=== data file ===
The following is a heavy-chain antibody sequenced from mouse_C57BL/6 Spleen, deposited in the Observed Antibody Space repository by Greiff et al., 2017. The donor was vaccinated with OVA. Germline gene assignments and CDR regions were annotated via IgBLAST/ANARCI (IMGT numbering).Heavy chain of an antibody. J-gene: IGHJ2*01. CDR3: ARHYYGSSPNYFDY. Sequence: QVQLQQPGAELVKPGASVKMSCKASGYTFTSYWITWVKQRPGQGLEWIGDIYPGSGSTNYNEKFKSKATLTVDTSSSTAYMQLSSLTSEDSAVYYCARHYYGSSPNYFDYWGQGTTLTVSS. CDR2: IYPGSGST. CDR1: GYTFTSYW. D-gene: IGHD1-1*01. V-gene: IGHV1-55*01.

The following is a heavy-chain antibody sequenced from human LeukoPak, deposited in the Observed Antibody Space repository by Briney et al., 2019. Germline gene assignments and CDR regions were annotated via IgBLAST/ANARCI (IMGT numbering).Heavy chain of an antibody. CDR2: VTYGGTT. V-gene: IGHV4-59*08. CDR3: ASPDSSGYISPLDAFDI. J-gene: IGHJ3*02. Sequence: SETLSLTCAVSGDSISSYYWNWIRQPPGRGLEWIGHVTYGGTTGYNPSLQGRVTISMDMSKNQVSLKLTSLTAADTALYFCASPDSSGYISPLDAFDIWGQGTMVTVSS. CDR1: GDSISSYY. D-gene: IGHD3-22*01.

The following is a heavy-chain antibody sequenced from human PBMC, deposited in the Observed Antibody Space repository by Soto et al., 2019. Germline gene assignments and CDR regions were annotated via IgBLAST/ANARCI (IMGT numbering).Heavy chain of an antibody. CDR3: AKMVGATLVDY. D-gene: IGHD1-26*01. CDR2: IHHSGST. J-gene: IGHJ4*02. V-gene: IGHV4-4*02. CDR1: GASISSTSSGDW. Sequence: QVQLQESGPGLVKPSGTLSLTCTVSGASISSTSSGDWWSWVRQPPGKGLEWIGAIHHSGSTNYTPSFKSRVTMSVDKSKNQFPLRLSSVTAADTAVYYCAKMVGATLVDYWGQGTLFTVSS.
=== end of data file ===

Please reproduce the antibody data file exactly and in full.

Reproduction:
The following is a heavy-chain antibody sequenced from mouse_C57BL/6 Spleen, deposited in the Observed Antibody Space repository by Greiff et al., 2017. The donor was vaccinated with OVA. Germline gene assignments and CDR regions were annotated via IgBLAST/ANARCI (IMGT numbering).Heavy chain of an antibody. J-gene: IGHJ2*01. CDR3: ARHYYGSSPNYFDY. Sequence: QVQLQQPGAELVKPGASVKMSCKASGYTFTSYWITWVKQRPGQGLEWIGDIYPGSGSTNYNEKFKSKATLTVDTSSSTAYMQLSSLTSEDSAVYYCARHYYGSSPNYFDYWGQGTTLTVSS. CDR2: IYPGSGST. CDR1: GYTFTSYW. D-gene: IGHD1-1*01. V-gene: IGHV1-55*01.

The following is a heavy-chain antibody sequenced from human LeukoPak, deposited in the Observed Antibody Space repository by Briney et al., 2019. Germline gene assignments and CDR regions were annotated via IgBLAST/ANARCI (IMGT numbering).Heavy chain of an antibody. CDR2: VTYGGTT. V-gene: IGHV4-59*08. CDR3: ASPDSSGYISPLDAFDI. J-gene: IGHJ3*02. Sequence: SETLSLTCAVSGDSISSYYWNWIRQPPGRGLEWIGHVTYGGTTGYNPSLQGRVTISMDMSKNQVSLKLTSLTAADTALYFCASPDSSGYISPLDAFDIWGQGTMVTVSS. CDR1: GDSISSYY. D-gene: IGHD3-22*01.

The following is a heavy-chain antibody sequenced from human PBMC, deposited in the Observed Antibody Space repository by Soto et al., 2019. Germline gene assignments and CDR regions were annotated via IgBLAST/ANARCI (IMGT numbering).Heavy chain of an antibody. CDR3: AKMVGATLVDY. D-gene: IGHD1-26*01. CDR2: IHHSGST. J-gene: IGHJ4*02. V-gene: IGHV4-4*02. CDR1: GASISSTSSGDW. Sequence: QVQLQESGPGLVKPSGTLSLTCTVSGASISSTSSGDWWSWVRQPPGKGLEWIGAIHHSGSTNYTPSFKSRVTMSVDKSKNQFPLRLSSVTAADTAVYYCAKMVGATLVDYWGQGTLFTVSS.